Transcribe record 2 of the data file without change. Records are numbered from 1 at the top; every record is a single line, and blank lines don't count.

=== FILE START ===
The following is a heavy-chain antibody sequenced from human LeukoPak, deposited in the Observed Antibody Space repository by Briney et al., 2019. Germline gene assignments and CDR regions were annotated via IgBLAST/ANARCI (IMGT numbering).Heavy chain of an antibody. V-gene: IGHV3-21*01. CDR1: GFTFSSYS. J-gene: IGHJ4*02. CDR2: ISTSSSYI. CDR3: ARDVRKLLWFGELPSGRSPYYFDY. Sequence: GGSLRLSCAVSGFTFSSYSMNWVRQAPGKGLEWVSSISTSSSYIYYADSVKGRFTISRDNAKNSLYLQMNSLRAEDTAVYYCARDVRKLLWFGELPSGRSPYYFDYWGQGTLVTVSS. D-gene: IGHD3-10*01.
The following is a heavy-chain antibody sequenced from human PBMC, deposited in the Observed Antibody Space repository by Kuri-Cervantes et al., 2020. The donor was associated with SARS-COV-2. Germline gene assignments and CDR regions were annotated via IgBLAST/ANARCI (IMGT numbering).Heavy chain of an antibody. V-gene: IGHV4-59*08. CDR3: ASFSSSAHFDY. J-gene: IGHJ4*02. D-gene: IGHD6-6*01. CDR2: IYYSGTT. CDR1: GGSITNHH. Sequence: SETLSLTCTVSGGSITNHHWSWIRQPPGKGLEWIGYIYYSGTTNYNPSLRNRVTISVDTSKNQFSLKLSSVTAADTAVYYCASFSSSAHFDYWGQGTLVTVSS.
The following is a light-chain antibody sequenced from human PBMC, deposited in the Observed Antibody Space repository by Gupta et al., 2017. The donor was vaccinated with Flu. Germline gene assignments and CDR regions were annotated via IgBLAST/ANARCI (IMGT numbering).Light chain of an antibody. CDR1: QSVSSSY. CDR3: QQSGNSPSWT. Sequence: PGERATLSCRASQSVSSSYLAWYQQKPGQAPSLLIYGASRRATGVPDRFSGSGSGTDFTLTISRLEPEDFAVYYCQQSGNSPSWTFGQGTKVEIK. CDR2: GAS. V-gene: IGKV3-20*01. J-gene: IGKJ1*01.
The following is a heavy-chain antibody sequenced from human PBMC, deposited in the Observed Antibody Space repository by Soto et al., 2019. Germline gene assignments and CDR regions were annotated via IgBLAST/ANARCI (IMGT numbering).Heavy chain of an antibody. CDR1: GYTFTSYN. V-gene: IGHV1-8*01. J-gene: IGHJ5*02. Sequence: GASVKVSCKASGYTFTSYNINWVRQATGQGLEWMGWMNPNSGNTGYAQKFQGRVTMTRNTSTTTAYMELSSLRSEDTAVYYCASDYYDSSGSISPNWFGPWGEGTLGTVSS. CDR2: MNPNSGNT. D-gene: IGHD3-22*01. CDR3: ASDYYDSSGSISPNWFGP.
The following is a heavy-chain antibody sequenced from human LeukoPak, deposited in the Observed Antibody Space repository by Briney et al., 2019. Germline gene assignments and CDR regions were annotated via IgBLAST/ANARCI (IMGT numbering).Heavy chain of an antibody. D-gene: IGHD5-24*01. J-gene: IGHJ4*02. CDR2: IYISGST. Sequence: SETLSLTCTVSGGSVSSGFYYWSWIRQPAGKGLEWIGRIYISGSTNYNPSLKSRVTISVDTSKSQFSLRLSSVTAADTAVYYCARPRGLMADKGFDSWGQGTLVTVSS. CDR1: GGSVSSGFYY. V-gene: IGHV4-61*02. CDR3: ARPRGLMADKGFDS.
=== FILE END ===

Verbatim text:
The following is a heavy-chain antibody sequenced from human PBMC, deposited in the Observed Antibody Space repository by Kuri-Cervantes et al., 2020. The donor was associated with SARS-COV-2. Germline gene assignments and CDR regions were annotated via IgBLAST/ANARCI (IMGT numbering).Heavy chain of an antibody. V-gene: IGHV4-59*08. CDR3: ASFSSSAHFDY. J-gene: IGHJ4*02. D-gene: IGHD6-6*01. CDR2: IYYSGTT. CDR1: GGSITNHH. Sequence: SETLSLTCTVSGGSITNHHWSWIRQPPGKGLEWIGYIYYSGTTNYNPSLRNRVTISVDTSKNQFSLKLSSVTAADTAVYYCASFSSSAHFDYWGQGTLVTVSS.